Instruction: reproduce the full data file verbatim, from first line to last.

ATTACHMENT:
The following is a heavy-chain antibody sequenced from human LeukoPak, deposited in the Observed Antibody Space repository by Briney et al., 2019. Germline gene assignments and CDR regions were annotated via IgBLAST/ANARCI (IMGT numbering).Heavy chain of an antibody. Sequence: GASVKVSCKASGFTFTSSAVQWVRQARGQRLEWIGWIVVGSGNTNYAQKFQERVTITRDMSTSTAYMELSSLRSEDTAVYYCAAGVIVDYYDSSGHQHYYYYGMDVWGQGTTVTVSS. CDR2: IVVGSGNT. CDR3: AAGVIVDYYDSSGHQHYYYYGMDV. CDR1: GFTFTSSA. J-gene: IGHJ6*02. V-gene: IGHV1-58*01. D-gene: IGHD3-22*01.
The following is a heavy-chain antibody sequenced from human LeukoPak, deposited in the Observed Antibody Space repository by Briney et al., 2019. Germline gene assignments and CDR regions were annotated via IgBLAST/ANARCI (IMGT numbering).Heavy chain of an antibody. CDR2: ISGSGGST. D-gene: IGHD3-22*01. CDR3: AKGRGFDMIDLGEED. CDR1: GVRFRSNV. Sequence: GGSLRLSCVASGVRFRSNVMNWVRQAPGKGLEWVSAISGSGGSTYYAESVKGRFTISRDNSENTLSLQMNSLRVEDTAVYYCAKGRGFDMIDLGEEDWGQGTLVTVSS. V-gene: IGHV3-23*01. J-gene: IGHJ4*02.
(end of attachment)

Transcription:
The following is a heavy-chain antibody sequenced from human LeukoPak, deposited in the Observed Antibody Space repository by Briney et al., 2019. Germline gene assignments and CDR regions were annotated via IgBLAST/ANARCI (IMGT numbering).Heavy chain of an antibody. Sequence: GASVKVSCKASGFTFTSSAVQWVRQARGQRLEWIGWIVVGSGNTNYAQKFQERVTITRDMSTSTAYMELSSLRSEDTAVYYCAAGVIVDYYDSSGHQHYYYYGMDVWGQGTTVTVSS. CDR2: IVVGSGNT. CDR3: AAGVIVDYYDSSGHQHYYYYGMDV. CDR1: GFTFTSSA. J-gene: IGHJ6*02. V-gene: IGHV1-58*01. D-gene: IGHD3-22*01.
The following is a heavy-chain antibody sequenced from human LeukoPak, deposited in the Observed Antibody Space repository by Briney et al., 2019. Germline gene assignments and CDR regions were annotated via IgBLAST/ANARCI (IMGT numbering).Heavy chain of an antibody. CDR2: ISGSGGST. D-gene: IGHD3-22*01. CDR3: AKGRGFDMIDLGEED. CDR1: GVRFRSNV. Sequence: GGSLRLSCVASGVRFRSNVMNWVRQAPGKGLEWVSAISGSGGSTYYAESVKGRFTISRDNSENTLSLQMNSLRVEDTAVYYCAKGRGFDMIDLGEEDWGQGTLVTVSS. V-gene: IGHV3-23*01. J-gene: IGHJ4*02.